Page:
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David Kimberley
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Updated 23 Mar 2023
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Disclaimer

Disclosure – Non-Independent Marketing Communication

This is a non-independent marketing communication commissioned by BBGI Global Infrastructure. The report has not been prepared in accordance with legal requirements designed to promote the independence of investment research and is not subject to any prohibition on the dealing ahead of the dissemination of investment research.

A simple way to gauge what people are concerned about is to browse through search data on Google Trends. This is a free tool that lets you look at how much people are searching online for a given word or phrase, either in a specific country or across several.

Readers are unlikely to be surprised that searches for inflation related terms in the UK have increased markedly over the past 18 months. A notable example is the phrase ‘inflation investments’, which has seen several surges in search volume during that time.

What the intention behind those searches hints at is a frustrating problem we face when confronted with inflation. It is not difficult to understand that prices are rising but it is hard to identify investments that offer meaningful protection against the phenomenon.

Availability-style assets

One asset class that may be of use in this regard are availability-style critical social infrastructure assets of the kind that BBGI Global Infrastructure (BBGI) invests in.

For those unfamiliar with the term, availability-style infrastructure assets, which could include things like roads, bridges, schools or hospitals, are infrastructure assets that the government has outsourced the construction and management of to a private company. The private company receives contractually defined revenues in return for its services, so long as the infrastructure is available for use – hence ‘availability-style’.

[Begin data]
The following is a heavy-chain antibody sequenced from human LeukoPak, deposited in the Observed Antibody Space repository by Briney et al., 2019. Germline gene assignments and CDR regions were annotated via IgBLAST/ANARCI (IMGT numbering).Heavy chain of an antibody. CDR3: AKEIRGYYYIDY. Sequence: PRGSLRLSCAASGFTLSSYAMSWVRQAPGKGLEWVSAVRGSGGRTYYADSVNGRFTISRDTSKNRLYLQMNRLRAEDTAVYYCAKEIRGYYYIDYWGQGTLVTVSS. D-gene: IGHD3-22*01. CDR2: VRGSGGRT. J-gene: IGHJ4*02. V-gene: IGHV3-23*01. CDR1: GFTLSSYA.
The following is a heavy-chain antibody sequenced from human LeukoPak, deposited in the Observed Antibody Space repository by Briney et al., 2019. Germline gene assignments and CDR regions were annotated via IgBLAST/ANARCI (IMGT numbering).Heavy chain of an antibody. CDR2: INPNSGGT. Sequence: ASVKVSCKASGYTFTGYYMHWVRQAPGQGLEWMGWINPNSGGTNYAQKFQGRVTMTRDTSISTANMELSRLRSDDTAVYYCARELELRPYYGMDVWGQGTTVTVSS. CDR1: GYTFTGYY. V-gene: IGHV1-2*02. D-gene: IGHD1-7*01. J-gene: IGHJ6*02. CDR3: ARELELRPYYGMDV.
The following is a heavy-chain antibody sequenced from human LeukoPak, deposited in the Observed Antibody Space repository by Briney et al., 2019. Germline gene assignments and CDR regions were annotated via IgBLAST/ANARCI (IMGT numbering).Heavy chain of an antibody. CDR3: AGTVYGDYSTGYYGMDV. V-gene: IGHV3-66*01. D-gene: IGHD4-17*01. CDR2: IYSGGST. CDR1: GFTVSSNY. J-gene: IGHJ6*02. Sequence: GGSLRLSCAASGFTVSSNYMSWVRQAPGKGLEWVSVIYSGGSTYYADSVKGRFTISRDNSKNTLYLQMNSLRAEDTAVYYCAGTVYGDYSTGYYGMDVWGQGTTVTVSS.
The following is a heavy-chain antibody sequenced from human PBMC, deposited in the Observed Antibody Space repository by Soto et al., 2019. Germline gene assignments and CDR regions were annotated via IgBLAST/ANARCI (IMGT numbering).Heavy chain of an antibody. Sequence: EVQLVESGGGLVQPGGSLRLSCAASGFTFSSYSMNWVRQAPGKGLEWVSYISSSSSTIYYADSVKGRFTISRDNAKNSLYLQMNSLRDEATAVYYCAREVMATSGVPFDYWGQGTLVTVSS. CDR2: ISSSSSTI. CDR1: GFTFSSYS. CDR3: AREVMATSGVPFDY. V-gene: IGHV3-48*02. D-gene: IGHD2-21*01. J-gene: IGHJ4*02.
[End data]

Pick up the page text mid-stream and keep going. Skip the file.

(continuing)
BBGI’s co-CEOs Duncan Ball and Frank Schramm invest in government-backed availability-style assets around the world, all of which have contractual long-term income streams with genuine links to inflation. The trust has strong ESG credentials, building and managing critical infrastructure but still managing to deliver positive outcomes for all stakeholders, including shareholders, governments or the people and communities using the infrastructure.

Inflation-linked contracts

Duncan and Frank only invest in assets with government or government-backed contracts, in AAA or AA-rated countries. These contracts have strong inflation-linked provisions, with payments tied partially or fully to inflation, like the RPI in the UK. This means a public-sector client commits to paying an availability fee including an explicit inflation pass-through providing direct contracted inflation protection. What this means in practice is that BBGI has inflation-linked investments backed by counterparties with a high level of creditworthiness.

BBGI also mirrors these contracts with their own sub-contractors, who are hired to ensure that the assets BBGI holds remain functional. This is a win-win for both sides, as the subcontractors are appropriately compensated for their work and there is more certainty around keeping assets available, while BBGI has a hedge against price hikes that means it is able to effectively manage its cost base.

The dangers of demand-based assets

Readers may argue that similar provisions exist among other funds. That may be the case but what makes BBGI unique is its exclusive focus on availability-style assets which provides an inflation pass-through providing direct contracted inflation protection, something that provides arguably the most crucial component of the trust’s ability to offer secure and attractive income protection against inflation.